Primary Currciulum

The curriculum in classes from Year 3 is a natural progression from that experienced in Kindergarten to Year 2. There is a greater focus on students: taking risks with their learning; gaining more independence and using many visible thinking strategies to enhance their higher order thinking skills.Core curriculum areasThe classroom teacher is responsible for

  • English
  • Mathematics
  • Science
  • Performing and Creative Arts (sensitive to Islamic principles)
  • Inquiry units which integrate the areas of geography, history, civics and citizenship, and economics and business

Specialist teachers

  • Qu’ran
  • Arabic language
  • Islamic Studies
  • Health and Physical Education (HPE)

Integration of learning areas is used where appropriate and Information Communication Technology (ICT) is integrated purposefully across the curriculum. Additionally, where appropriate and authentic, Islamic values and perspectives are embedded across our.

Learning and Well-being 
Upcoming Events 
  • Fri 18 Muharram 1440AH 28-9-2018ADTerm 3 Concludes
  • Fri 18 Muharram 1440AH 28-9-2018ADExhibition Open Day
  • Sat 19 Muharram 1440AH 29-9-2018ADTerm 3 Holidays
  • Mon 6 Safar 1440AH 15-10-2018ADTerm 4 Commences
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At Taqwa School, students progress from the learning to read from Iqra stage  to the advanced reading stage (Quran stage) where they are systematically taken through the guided reading of the Quran. This process is generally completed by the end of Junior School (Year 6). 

To keep parents well informed of their child’s progress in class, we have a Quran webpage in which the Quran teachers write up weekly updates. 

In Years 3 to 6, students are given a scheduled time after lunch to complete their wudhu in the purpose built wudhu centre and attend prayers in congregation in the Junior School building. There is an emphasis on creating an environment where students are able see salat as a natural extension of their connection with Allah (swt) and this is again further supported through the Islamic Studies classes where they learn the meaning of the words they recite during prayer.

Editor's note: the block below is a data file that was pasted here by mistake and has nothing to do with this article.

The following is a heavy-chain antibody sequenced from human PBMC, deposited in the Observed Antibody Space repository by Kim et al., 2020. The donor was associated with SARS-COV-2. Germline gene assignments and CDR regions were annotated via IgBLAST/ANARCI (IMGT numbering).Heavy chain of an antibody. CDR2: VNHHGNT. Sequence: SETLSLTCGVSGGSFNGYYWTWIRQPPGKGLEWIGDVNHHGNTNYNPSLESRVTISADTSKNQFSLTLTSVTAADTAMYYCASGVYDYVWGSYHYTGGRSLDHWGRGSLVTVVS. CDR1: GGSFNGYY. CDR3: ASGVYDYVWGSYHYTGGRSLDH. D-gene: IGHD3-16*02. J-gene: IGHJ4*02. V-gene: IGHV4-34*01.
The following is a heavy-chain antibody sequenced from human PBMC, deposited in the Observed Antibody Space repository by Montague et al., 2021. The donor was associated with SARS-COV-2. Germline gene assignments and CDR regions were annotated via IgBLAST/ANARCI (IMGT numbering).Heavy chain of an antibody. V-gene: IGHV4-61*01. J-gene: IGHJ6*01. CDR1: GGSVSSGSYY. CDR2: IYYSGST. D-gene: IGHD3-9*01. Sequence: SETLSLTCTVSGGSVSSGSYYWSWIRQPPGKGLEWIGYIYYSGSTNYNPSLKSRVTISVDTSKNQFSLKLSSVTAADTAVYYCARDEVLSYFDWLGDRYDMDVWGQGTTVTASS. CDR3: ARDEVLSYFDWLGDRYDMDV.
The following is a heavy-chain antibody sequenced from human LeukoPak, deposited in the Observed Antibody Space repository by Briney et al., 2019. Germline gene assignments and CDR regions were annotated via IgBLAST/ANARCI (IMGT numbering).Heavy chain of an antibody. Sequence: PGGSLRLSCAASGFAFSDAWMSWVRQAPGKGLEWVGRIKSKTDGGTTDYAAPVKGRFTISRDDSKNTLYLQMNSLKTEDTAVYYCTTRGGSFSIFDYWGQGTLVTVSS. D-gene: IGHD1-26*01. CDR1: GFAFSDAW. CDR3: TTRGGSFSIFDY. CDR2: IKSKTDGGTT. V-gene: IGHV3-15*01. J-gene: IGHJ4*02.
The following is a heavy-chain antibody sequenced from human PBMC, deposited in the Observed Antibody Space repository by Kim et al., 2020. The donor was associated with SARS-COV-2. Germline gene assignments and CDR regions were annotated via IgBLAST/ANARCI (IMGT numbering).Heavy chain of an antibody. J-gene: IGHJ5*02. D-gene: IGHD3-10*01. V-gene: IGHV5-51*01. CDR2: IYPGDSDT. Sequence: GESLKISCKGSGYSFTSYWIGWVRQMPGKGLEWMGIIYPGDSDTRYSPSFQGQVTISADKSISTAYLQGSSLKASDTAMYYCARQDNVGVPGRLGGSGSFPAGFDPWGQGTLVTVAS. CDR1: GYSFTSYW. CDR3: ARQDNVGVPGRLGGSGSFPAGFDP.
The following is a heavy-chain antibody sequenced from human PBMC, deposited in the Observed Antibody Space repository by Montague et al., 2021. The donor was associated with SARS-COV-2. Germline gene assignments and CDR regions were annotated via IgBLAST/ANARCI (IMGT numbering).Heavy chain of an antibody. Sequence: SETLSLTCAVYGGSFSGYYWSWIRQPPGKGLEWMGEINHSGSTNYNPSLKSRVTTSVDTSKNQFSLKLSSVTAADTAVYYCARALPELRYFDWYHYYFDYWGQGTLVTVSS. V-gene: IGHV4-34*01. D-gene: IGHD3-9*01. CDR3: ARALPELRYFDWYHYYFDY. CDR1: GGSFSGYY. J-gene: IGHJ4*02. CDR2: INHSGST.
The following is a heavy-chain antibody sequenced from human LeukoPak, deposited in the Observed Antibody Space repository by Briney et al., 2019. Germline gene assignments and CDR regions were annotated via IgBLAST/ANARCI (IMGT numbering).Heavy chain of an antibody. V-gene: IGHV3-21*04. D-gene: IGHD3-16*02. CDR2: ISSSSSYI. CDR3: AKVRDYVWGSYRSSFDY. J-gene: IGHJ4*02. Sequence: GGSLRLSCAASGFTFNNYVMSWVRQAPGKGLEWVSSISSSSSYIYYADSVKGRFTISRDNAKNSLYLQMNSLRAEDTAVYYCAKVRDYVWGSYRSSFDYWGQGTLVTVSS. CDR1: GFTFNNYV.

The English curriculum is built around the three interrelated strands of Language, Literature and Literacy.

Years 3 and 4

In Years 3 and 4, students experience learning in familiar contexts and a range of contexts that relate to study in other areas of the curriculum. They interact with peers and teachers from other classes and schools in a range of face-to-face and online/virtual environments.

Students engage with a variety of texts for enjoyment. They listen to, read, view and interpret spoken, written and multimodal texts in which the primary purpose is aesthetic, as well as texts designed to inform and persuade. These encompass traditional oral texts including Aboriginal stories, picture books, various types of print and digital texts, simple chapter books, rhyming verse, poetry, non-fiction, film, multimodal texts, dramatic performances and texts used by students as models for constructing their own work.

The range of literary texts for Foundation to Year 10 comprises Australian literature, including the oral narrative traditions of Aboriginal and Torres Strait Islander Peoples, as well as the contemporary literature of these two cultural groups, and classic and contemporary world literature, including texts from and about Asia.